and up to whatever is required for your flat roof ( stack up of EPS , don't forget to use the dense variety for the last layer )

    What is your coldest night temp during winter time? ( let's say coldest average for a few days , not a single peak )

    I just completed insulating a "re-do" of a small 14X16' roof exit on my house, using mostl reclaimed 5" EPS . Plywood with peel-stick screwed on 2X4 framing onto which i installed from 6.5" to 10" of EPS ( 2 walls accessible on the roof received 2 layers of 5" of the EPS and the 2 exterior walls 1x5" + 1.5" of R4 EPS with glued on tyvek )
    Will be using probably 2 stack of 5"EPS on the roof + 0.5" recover boards of iso before the EPDM .

    As you have more heating than cooling EPS is probably a great choice, if you have a good cheap supply in your region.

    If your temps are not extreme, you could use some thin FG bats inside stud bays maybe ?
    Depending on your dew point calculus .

    I will probably use some reclaimed 1" EPS inside the plywood surface , have some strips laying around that are asking for it . :p

    4" EPS exterior is nothing overkill, unless you plan on using more insulation at the interior.

  4. [email protected] | | #4

    My feelings exactly on thickening the EPS to 4" rather than filling the cavities, with my hesitation listed at the end of this post. I'm looking at the grade 2 EPS (spec sheet claims R4.6 per inch), which is locally available and affordable, and treated with PerformGuard. This is my last line of defense in a multi-pronged approach to keep insects out of the structure. Besides termites (we're at the very edge of the Formosan termite's northward march), I've done battle with flying ants, carpenter bees, wasps, roaches, cave crickets and black widows- several of these have been infestations, so insect management is a driving factor in the shell construction. Keeping the building dry obviously prevents the conditions that attracts them, hence the Ice and Water Shield as cheap insurance at a critical, extremely inaccessible location. Without the foamboard , however, I'd be nervous about using it. Hence the whole PERSIST package, all or none- yet there's no data for adapting it to this area.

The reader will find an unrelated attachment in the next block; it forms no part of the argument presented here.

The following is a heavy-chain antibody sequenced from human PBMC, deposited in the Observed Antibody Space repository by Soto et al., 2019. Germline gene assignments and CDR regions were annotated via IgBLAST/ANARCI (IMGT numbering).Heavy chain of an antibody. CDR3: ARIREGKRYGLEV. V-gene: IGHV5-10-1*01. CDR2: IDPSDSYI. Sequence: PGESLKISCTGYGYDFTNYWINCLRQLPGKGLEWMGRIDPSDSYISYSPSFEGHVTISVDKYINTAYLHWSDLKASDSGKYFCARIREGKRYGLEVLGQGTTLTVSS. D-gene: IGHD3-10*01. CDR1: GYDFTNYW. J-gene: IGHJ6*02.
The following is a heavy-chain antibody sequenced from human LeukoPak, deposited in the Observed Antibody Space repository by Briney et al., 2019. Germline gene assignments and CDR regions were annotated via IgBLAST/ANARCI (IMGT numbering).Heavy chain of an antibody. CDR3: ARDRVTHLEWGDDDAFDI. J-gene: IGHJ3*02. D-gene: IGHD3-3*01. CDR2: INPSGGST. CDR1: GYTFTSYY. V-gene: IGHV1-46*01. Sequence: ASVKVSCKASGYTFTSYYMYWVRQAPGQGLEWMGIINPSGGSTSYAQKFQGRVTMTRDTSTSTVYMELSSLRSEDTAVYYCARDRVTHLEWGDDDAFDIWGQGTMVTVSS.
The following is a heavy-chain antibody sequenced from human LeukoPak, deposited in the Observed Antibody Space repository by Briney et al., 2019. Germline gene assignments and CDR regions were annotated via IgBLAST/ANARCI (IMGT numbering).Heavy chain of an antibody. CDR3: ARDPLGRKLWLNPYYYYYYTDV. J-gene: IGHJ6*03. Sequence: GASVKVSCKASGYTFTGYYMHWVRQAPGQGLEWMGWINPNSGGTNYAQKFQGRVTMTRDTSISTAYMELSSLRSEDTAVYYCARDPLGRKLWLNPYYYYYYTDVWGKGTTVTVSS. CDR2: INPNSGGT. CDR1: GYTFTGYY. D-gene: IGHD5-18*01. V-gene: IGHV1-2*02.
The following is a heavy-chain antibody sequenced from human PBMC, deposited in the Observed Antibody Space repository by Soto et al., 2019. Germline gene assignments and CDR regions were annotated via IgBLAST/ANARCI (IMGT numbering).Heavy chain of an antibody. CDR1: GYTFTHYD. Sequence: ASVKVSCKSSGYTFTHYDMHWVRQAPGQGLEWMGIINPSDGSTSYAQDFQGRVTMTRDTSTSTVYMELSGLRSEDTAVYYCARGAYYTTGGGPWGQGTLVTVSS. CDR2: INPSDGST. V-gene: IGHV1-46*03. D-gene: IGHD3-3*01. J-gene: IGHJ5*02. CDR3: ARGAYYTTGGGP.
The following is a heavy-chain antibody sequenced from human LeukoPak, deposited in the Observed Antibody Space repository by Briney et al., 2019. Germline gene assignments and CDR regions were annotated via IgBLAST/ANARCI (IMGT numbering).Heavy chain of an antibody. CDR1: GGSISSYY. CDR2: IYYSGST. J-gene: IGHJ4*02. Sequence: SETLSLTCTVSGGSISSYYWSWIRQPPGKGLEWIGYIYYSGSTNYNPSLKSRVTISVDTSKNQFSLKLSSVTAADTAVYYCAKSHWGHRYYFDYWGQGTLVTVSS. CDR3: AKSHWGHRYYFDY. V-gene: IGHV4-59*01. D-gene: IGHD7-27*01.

Winter nighttime temps are in the thirties, dipping into the single digits for 4 to 6 weeks, depending (this year was a cold one), but the primary effort here is to keep the damp heat out. The shoulder seasons seem to be disappearing.
    Detailing at the stemwall/ mudsill junction is making it difficult to push exterior foamboard thicknesses past 3 inches, which I'm having a hard time resolving. Getting full plate bearing over the stemwall, providing a ledge for the slab edge, insulating and termite-proofing the slab edge, working a termite shield in there, providing an opening for the rainscreen while denying access to insects, and water/air proofing the whole shooting match is daunting and no diagram online has completely solved it. In addition, without unnecessarily insulating the exterior of my stemwall to the same thickness of the structure above, I'm out of plane and have an aesthetic issue. Thank goodness for Sketchup- I've made a lot of models of this area, but still, no dice.